Environmental compounds are known to promote epigenetic transgenerational inheritance of adult onset disease in subsequent generations (F1-F3) following ancestral exposure during fetal gonadal sex determination. The current study was designed to determine if a mixture of plastic derived endocrine disruptor compounds bisphenol-A (BPA), bis(2-ethylhexyl)phthalate (DEHP) and dibutyl phthalate (DBP) at two different doses promoted epigenetic transgenerational inheritance of adult onset disease and associated DNA methylation epimutations in sperm. Gestating F0 generation females were exposed to either the “plastics” or “lower dose plastics” mixture during embryonic days 8 to 14 of gonadal sex determination and the incidence of adult onset disease was evaluated in F1 and F3 generation rats. There were significant increases in the incidence of total disease/abnormalities in F1 and F3 generation male and female animals from plastics lineages. Pubertal abnormalities, testis disease, obesity, and ovarian disease (primary ovarian insufficiency and polycystic ovaries) were increased in the F3 generation animals. Kidney and prostate disease were only observed in the direct fetally exposed F1 generation plastic lineage animals. Analysis of the plastics lineage F3 generation sperm epigenome previously identified 197 differential DNA methylation regions (DMR) in gene promoters, termed epimutations. A number of these transgenerational DMR form a unique direct connection gene network and have previously been shown to correlate with the pathologies identified. Observations demonstrate that a mixture of plastic derived compounds, BPA and phthalates, can promote epigenetic transgenerational inheritance of adult onset disease. The sperm DMR provide potential epigenetic biomarkers for transgenerational disease and/or ancestral environmental exposures.
Spermatogenesis is a complex process reliant upon interactions between germ cells (GC) and supporting somatic cells. Testicular Sertoli cells (SC) support GCs during maturation through physical attachment, the provision of nutrients, and protection from immunological attack. This role is facilitated by an active cytoskeleton of parallel microtubule arrays that permit transport of nutrients to GCs, as well as translocation of spermatids through the seminiferous epithelium during maturation. It is well established that chemical perturbation of SC microtubule remodelling leads to premature GC exfoliation demonstrating that microtubule remodelling is an essential component of male fertility, yet the genes responsible for this process remain unknown. Using a random ENU mutagenesis approach, we have identified a novel mouse line displaying male-specific infertility, due to a point mutation in the highly conserved ATPase domain of the novel KATANIN p60-related microtubule severing protein Katanin p60 subunit A-like1 (KATNAL1). We demonstrate that Katnal1 is expressed in testicular Sertoli cells (SC) from 15.5 days post-coitum (dpc) and that, consistent with chemical disruption models, loss of function of KATNAL1 leads to male-specific infertility through disruption of SC microtubule dynamics and premature exfoliation of spermatids from the seminiferous epithelium. The identification of KATNAL1 as an essential regulator of male fertility provides a significant novel entry point into advancing our understanding of how SC microtubule dynamics promotes male fertility. Such information will have resonance both for future treatment of male fertility and the development of non-hormonal male contraceptives.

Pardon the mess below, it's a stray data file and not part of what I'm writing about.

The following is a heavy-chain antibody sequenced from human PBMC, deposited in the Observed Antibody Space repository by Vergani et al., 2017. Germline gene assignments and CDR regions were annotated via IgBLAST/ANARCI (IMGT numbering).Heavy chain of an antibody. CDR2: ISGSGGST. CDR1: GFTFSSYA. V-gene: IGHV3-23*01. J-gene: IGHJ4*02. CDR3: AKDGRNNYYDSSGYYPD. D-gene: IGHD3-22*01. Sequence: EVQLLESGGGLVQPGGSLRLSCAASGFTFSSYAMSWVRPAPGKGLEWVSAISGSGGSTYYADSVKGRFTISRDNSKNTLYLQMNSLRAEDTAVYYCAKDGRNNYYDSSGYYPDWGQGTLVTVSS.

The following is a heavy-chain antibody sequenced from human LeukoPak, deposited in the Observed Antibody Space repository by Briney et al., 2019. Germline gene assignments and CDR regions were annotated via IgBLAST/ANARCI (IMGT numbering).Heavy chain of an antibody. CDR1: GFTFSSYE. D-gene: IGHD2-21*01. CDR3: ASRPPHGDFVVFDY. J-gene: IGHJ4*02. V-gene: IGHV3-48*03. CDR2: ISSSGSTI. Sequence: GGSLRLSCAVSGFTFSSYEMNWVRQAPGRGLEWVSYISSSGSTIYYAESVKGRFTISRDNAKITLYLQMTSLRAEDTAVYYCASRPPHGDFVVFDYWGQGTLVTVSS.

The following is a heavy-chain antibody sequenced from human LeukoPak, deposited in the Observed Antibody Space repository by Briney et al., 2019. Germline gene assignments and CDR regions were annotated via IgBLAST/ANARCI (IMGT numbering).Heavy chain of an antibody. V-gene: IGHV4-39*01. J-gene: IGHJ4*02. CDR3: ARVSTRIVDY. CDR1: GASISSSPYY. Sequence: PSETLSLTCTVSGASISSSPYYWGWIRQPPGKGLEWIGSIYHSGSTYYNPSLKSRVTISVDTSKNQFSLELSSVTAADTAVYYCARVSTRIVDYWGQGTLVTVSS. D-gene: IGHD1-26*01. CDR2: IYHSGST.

Mouse sex determination provides an attractive model to study how regulatory genetic networks and signaling pathways control cell specification and cell fate decisions. This study characterizes in detail the essential role played by the insulin receptor (INSR) and the IGF type I receptor (IGF1R) in adrenogenital development and primary sex determination. Constitutive ablation of insulin/IGF signaling pathway led to reduced proliferation rate of somatic progenitor cells in both XX and XY gonads prior to sex determination together with the downregulation of hundreds of genes associated with the adrenal, testicular, and ovarian genetic programs. These findings indicate that prior to sex determination somatic progenitors in Insr;Igf1r mutant gonads are not lineage primed and thus incapable of upregulating/repressing the male and female genetic programs required for cell fate restriction. In consequence, embryos lacking functional insulin/IGF signaling exhibit (i) complete agenesis of the adrenal cortex, (ii) embryonic XY gonadal sex reversal, with a delay of Sry upregulation and the subsequent failure of the testicular genetic program, and (iii) a delay in ovarian differentiation so that Insr;Igf1r mutant gonads, irrespective of genetic sex, remained in an extended undifferentiated state, before the ovarian differentiation program ultimately is initiated at around E16.5.